And in the modern novel, like Number9Dream you’re introduced to our hero, building his courage up to approach a lawyer to find out who his father is, and imagining different scenarios. You’re treated to all of the different versions of his daydreams — including: death by freak flood, meeting his father within a videogame, and even success. Later, you find yourself in the house of a short story writer — and you’re not just told this, you’re treated to the warm up stories that she writes before getting to her real work — there’s a goat character who keep eating the stories within, a little like the way each minor diversion in the novel nibbles at its surrounding to inform it’s own architecture.

Speaking of architecture, in House of Leaves, by Mark Z. Danielewski, you’ll find a storm of footnotes, narratives within narratives, essays crossed out, appendices and cross-referenced ideas which blend between each formal delivery method. House of Leaves is a wonderful example of a book which wants a little bit more from you as the reader — while also playing notes from songs we all know. The way the notes on Midas/the Minotaur (struck through if I remember correctly) mirror the Navidson Records, and a father doing something drastic to hide his shame, which then gestates in the pool of Truant’s own familial issues. This is a great example of a linking of hands between Greek myth and Freud, with a shift in narrative position between allowing both to exist happily.

1908 and News That Stays News

In 1908 Ezra Pound turned up in London and gave the British their modernist movement. The outcome was, in part, T. S. Eliot’s The Waste Land and Pound’s The Cantos — both are world-nearly-complete poems which gives me lots of roots to scratch my nails between.

Let me describe Ezra Pound’s The Cantos to you as I have always seen it (no, please don’t leave, I won’t take long). The Cantos is a kind of great work of abstract stained glass — each canto it’s own piece in it’s own right, but part of a great system. You shine a light through the first and see what you see, and then you place the second canto behind it — this change not only the canto you’re reading but the canto you read, and the overall tone of the piece. Then you add a third. You continue to do this and the image gets more complex — and the light you need to shine through it has a need to become brighter and brighter… Which naturally you can’t apply all at once

This is the complex arrangement of fragments — sometimes lifted and borrowed fragments — is translated in front of you. Not only within the poem in individual lines, but your understanding from one canto to the next.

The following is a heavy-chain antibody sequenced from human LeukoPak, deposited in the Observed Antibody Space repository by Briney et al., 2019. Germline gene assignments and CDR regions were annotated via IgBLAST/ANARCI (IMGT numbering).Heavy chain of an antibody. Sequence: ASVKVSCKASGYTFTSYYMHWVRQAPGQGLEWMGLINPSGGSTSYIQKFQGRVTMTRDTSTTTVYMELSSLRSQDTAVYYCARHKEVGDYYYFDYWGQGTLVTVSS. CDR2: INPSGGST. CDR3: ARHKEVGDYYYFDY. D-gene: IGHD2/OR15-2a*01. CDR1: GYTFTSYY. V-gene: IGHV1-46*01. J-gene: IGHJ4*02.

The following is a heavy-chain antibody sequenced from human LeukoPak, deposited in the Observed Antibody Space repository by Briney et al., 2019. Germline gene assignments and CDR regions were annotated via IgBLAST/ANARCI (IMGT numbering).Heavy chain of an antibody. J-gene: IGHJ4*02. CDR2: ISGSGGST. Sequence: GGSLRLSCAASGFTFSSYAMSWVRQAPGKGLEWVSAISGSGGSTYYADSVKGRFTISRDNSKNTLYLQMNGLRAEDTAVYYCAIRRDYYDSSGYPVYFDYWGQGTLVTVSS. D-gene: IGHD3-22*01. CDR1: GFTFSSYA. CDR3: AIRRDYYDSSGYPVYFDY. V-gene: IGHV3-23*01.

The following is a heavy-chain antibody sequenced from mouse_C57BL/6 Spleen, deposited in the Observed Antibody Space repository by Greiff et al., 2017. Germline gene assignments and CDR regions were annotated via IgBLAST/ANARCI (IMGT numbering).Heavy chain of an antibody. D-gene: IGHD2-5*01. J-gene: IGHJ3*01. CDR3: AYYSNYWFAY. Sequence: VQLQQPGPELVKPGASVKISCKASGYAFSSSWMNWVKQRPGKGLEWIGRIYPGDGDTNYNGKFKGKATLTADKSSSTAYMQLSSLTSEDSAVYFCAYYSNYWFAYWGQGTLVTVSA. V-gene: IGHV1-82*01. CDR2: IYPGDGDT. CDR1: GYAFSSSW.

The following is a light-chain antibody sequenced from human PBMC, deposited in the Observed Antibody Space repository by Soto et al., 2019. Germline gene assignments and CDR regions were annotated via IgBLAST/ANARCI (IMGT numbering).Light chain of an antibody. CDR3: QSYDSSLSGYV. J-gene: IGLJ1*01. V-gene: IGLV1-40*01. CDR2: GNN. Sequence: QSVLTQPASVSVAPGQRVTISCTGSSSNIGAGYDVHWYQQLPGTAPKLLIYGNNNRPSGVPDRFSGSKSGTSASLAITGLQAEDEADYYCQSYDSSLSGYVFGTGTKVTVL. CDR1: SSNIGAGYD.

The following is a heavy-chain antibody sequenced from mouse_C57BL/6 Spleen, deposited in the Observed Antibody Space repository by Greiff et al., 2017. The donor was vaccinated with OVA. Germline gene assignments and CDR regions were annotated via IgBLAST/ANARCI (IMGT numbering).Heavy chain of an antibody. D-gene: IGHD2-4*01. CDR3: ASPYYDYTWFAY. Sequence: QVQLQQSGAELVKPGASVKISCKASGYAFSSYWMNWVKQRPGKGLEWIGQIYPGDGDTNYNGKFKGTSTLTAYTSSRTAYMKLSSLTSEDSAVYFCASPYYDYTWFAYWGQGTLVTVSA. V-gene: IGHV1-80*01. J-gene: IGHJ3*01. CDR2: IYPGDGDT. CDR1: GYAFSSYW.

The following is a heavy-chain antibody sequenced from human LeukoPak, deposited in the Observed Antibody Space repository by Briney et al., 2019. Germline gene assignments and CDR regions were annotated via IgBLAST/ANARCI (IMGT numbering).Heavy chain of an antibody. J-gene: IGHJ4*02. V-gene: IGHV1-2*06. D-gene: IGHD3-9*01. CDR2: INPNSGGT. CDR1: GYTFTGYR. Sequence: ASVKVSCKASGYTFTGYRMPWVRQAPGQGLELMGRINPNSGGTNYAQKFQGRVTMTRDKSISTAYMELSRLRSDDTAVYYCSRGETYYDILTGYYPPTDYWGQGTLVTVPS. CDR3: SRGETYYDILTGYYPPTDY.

Because Pound seemed to be recording what could be described as a kind of cultural canon into this great epic poem, and much of it being translation and odd history lessons, you get this fragmented view of a particular kind system being built. Simultaneously this is a massive number of voices, but in it’s curation, composition and cutting together, contains his view of the world.

The Waste Land on the other hand is more free with it’s presentation of voice and fragments in one sense — and anxious in it’s peppering of footnotes in the other. Where Pound translates for us — directly after the foreign language line — Eliot leaves us with original. Knowing that Pound had a hand in the implementation of some of the footnotes asks us why he thought his work was so different.

Pound talked about poetry and literature being “news that stays news” — the idea that there is some ultimate truths expressed in the good stuff.

Anne Carson and The Desert Of After Proust

The kind of news which stays news is those big meta-narratives we all know and endure. Whether it’s Odysseus’s boat trip, Hercules’ to-do list, or folk stories closer to home — the seven swans of Fenland folklore for example — there’s always room to retell them in new colours, clothes, locations.

Anne Carson is one of them. Between Red > Doc and Autobiography of Red, I’m in love with all her modernist, post-modernist, classicist wandering. Carson pursues smaller gaps than Eliot or Pound, and gives you a lot more texture for it in her stitches.

Tell me a meta-narrative any time, and then make is specific — and I’m yours.

In both Red Doc> and Autobiography of Red Carson is exploring the story of a red monster boy known as Geryon. In Autobiography Geryon is coming to terms with his sexuality, and the heartbreak which follows after falling in love with cool boy Herakles. Red Doc is a later life experience of regret — two old bachelors — one renamed as Sad with his PSTD and the other as G. They take a road trip to check themselves into a psychiatric ward.

Retelling Hercules’ trials as a broken love story is the perfect example of taking something we know and then reworking it into something joyfully specific. We accept as a kind of trunk narrative that we can build from in all our storytelling, and the specific give us our texture and flavour against the grain. It give you an appreciation of the shared knowledge, the known story, which provides the undercutting sadness, as you know how it has to go — in this context.

So this is how I get that buzz from reading — it’s the fact I have multiple things to play with within the writing I am consuming, all at once.

“Prose is a house, poetry a man in flames running quite fast through it.” *